Sitting Is Bad for You: What Can You Do About It at Work?
Is it possible that the traditional office worker has the most dangerous job in America?
Consider the following studies that found sitting for extended periods is hazardous to your health. In 2007, Dr. Rikke Krogh-Madsen, a post-doctoral fellow at the Centre of Inflammation and Metabolism in Copenhagen, decided to test the effects of a sedentary lifestyle. To do this, the doctor culled together a group of nonsmoking, healthy men in their twenties. Before the study began, Krogh-Madsen split the men into two groups: Those who walked on average 6,000 steps per day and those who averaged around 10,000. Then, over the next two weeks, she forced them all to reduce their walking routines—by sitting more often—to 2,000 steps per day.
The result? Both groups had a 60 percent increase in the amount of insulin circulating in their blood, as well as an increase in heart disease risk factors, including a seven percent average increase in abdominal fat. "It is amazing that only two weeks of reduced stepping can induce numerous metabolic abnormalities," Dr. Rikke Krogh-Madsen told U.S. News & World Report.
Steven Blair, a professor of public health at the University of South Carolina, came to a similar conclusion in another research study in May 2010. He found that "men who reported more than 23 hours a week of sedentary activity had a 64 percent greater risk of dying from heart disease than those who reported less than 11 hours a week of sedentary activity," according to NPR.
Findings like these have several implications for businesses. Healthy employees make for more productive employees, for instance. One Australian study found that "the healthiest employees are nearly three times more productive while at work than the least healthy—140 effective working hours per month versus 45 effective hours worked per month."
Healthy employees can also save you money. If your organization pays for (or subsidizes) healthcare, your business has a financial incentive to keep employees eating right and exercising.
Some even believe that sitting (or "excessive sitting") could be the basis for future Occupational and Safety and Health Administration complaints and even workplace litigation. "Sedentary jobs could become the next biggest wave of health lawsuits since the Occupational Overuse Syndrome and Repetitive Strain Injury lawsuits of the 1990s," wrote Emmanuel Turner, a lecturer in computer graphic design, on his blog. "If this happens then work place computer usage will need to change to be less sedentary."
So what can you do to keep your office workers in shape and active?
Encourage frequent breaks. Even if your employees already break for an hour to go for a walk or exercise at a gym, long, uninterrupted times spent sitting can still prove to be dangerous. One Australian study found that micro-breaks—that is, getting up and moving every 15 minutes—were perhaps more valuable than taking long breaks.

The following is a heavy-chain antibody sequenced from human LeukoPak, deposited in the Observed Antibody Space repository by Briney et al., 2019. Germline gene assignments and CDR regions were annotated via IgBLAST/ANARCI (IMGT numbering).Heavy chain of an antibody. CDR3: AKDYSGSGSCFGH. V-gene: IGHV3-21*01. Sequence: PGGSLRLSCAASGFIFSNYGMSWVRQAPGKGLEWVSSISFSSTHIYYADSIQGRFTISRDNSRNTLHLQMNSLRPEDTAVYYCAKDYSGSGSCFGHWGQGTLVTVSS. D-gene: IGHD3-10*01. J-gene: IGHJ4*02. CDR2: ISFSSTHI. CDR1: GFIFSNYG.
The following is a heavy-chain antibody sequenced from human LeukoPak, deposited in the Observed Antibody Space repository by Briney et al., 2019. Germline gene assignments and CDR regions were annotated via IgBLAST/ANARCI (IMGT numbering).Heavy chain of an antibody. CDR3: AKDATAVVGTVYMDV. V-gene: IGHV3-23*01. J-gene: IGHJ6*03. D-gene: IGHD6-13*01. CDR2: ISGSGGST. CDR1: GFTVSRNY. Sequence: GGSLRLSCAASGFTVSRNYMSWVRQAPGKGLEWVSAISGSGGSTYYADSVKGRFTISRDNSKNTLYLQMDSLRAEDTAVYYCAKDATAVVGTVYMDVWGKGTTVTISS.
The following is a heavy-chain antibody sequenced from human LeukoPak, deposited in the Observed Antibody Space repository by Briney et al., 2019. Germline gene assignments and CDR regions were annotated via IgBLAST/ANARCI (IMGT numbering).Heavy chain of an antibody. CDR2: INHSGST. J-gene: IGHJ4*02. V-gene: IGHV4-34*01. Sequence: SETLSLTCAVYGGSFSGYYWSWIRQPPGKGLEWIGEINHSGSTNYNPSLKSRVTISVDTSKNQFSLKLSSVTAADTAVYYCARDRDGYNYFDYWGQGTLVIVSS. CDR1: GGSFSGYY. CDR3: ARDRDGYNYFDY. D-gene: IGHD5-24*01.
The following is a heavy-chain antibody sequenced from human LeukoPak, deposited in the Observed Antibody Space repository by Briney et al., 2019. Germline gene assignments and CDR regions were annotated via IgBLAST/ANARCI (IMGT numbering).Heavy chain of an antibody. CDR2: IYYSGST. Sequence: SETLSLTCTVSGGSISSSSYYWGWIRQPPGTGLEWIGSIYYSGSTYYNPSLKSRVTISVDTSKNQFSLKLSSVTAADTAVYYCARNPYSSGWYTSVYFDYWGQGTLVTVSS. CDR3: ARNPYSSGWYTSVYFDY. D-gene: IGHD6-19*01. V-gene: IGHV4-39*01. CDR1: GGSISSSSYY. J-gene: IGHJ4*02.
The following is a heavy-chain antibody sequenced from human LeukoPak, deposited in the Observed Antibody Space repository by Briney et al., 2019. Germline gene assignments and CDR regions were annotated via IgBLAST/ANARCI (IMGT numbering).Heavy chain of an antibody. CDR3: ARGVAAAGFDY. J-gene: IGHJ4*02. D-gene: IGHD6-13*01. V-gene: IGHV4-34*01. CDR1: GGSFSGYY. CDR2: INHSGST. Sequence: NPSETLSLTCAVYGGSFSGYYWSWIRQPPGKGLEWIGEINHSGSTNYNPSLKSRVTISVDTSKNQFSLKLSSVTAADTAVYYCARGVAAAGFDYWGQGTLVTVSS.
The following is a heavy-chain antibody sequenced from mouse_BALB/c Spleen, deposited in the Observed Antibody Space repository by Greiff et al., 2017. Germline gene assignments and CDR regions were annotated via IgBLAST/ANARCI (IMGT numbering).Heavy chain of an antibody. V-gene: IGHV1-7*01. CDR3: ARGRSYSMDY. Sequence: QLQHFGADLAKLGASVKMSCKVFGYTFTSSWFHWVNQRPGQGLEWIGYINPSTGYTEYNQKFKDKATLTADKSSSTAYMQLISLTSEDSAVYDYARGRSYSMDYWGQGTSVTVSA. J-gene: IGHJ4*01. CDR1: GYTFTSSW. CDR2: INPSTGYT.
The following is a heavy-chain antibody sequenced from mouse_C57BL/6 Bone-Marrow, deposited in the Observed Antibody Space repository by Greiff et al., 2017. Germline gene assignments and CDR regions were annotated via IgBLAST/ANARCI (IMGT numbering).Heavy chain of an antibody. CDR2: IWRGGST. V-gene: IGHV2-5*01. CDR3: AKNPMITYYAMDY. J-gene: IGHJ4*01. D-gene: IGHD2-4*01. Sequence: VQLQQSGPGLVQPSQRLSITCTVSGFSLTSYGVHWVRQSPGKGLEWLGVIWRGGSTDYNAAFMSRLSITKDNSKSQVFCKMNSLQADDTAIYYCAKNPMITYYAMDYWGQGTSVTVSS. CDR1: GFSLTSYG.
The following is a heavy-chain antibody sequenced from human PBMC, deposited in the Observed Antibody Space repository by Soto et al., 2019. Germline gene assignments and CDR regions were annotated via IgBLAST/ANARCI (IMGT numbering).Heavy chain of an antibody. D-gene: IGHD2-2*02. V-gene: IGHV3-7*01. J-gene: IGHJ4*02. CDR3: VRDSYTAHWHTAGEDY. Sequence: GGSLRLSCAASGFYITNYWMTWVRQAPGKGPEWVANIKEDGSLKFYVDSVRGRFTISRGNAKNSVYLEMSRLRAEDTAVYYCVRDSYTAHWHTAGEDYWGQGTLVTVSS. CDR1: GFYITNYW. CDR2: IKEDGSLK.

"We found that independent of total sedentary time, moderate-to-vigorous intensity time, and mean intensity of the breaks, more interruptions in sedentary time were beneficially associated with metabolic risk variables, particularly adiposity measures, triglycerides, and 2-h plasma glucose," the study said. "These findings suggest that it is not only the amount of sedentary time that is important, but also the manner in which it is accumulated."
Make your meetings mobile. Why meet around a conference table when you can go for a walk? When it's nice out, grab your tablets and head outdoors. "Walking meetings are a great way to energize your workday while providing essential exercise for yourself," notes the Center for Health Policy. "Walking meetings may be used for brainstorming, creative discussion, and problem solving."
Think treadmill or standing desk. It may sound silly (and look even sillier) but exercising at one's desk is an ideal way to keep active at the office. According to a report released in the British Journal of Sports Medicine, desk exercise is a proven weight-loss mechanism. "If sitting computer-time were replaced by walking-and-working, energy expenditure could increase by 100 kcal/h" the report concludes. "Thus, if obese individuals were to replace time spent sitting at the computer with walking computer time by two to three hours/day, and if other components of energy balance were constant, a weight loss of 20 kg to 30 kg/year could occur."
Start a wellness program. For a small business, creating a wellness program can seem like a daunting (and expensive) task. But with a wellness program, the American Journal of Health Promotion "showed an average 27 percent reduction in sick leave absenteeism, 26 percent reduction in health care costs, and 32 percent reduction in workers' compensation and disability management cost claims" while theestimates that an organization saves $350 annually when a low-risk employee remains low risk and $153 when a high-risk employee's health risks are reduced.
For more on starting a wellness program, click here.
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